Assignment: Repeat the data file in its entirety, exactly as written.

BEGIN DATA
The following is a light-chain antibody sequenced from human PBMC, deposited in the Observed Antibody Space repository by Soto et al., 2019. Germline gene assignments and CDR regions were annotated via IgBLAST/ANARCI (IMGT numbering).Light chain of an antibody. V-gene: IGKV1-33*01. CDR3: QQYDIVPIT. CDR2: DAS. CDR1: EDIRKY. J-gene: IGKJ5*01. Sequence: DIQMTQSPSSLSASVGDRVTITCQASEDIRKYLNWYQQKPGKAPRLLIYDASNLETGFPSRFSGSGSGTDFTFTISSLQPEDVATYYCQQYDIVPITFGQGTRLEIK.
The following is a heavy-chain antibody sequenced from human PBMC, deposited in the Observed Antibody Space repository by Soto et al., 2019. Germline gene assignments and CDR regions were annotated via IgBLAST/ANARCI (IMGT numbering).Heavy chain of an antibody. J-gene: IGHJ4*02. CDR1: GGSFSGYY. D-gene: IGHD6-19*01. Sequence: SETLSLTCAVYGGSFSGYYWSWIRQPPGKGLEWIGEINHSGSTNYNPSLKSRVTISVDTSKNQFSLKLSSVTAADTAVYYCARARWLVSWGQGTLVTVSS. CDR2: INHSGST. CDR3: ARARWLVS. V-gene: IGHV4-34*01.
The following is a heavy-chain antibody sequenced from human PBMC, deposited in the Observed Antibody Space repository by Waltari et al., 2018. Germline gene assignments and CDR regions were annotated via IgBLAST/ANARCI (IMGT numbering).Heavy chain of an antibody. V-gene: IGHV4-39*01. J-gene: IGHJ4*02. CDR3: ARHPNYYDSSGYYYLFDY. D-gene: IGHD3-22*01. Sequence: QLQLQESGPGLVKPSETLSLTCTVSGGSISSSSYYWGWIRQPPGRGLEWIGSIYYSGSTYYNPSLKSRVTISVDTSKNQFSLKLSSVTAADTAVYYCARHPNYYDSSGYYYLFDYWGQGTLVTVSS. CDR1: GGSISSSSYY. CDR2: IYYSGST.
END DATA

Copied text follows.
The following is a light-chain antibody sequenced from human PBMC, deposited in the Observed Antibody Space repository by Soto et al., 2019. Germline gene assignments and CDR regions were annotated via IgBLAST/ANARCI (IMGT numbering).Light chain of an antibody. V-gene: IGKV1-33*01. CDR3: QQYDIVPIT. CDR2: DAS. CDR1: EDIRKY. J-gene: IGKJ5*01. Sequence: DIQMTQSPSSLSASVGDRVTITCQASEDIRKYLNWYQQKPGKAPRLLIYDASNLETGFPSRFSGSGSGTDFTFTISSLQPEDVATYYCQQYDIVPITFGQGTRLEIK.
The following is a heavy-chain antibody sequenced from human PBMC, deposited in the Observed Antibody Space repository by Soto et al., 2019. Germline gene assignments and CDR regions were annotated via IgBLAST/ANARCI (IMGT numbering).Heavy chain of an antibody. J-gene: IGHJ4*02. CDR1: GGSFSGYY. D-gene: IGHD6-19*01. Sequence: SETLSLTCAVYGGSFSGYYWSWIRQPPGKGLEWIGEINHSGSTNYNPSLKSRVTISVDTSKNQFSLKLSSVTAADTAVYYCARARWLVSWGQGTLVTVSS. CDR2: INHSGST. CDR3: ARARWLVS. V-gene: IGHV4-34*01.
The following is a heavy-chain antibody sequenced from human PBMC, deposited in the Observed Antibody Space repository by Waltari et al., 2018. Germline gene assignments and CDR regions were annotated via IgBLAST/ANARCI (IMGT numbering).Heavy chain of an antibody. V-gene: IGHV4-39*01. J-gene: IGHJ4*02. CDR3: ARHPNYYDSSGYYYLFDY. D-gene: IGHD3-22*01. Sequence: QLQLQESGPGLVKPSETLSLTCTVSGGSISSSSYYWGWIRQPPGRGLEWIGSIYYSGSTYYNPSLKSRVTISVDTSKNQFSLKLSSVTAADTAVYYCARHPNYYDSSGYYYLFDYWGQGTLVTVSS. CDR1: GGSISSSSYY. CDR2: IYYSGST.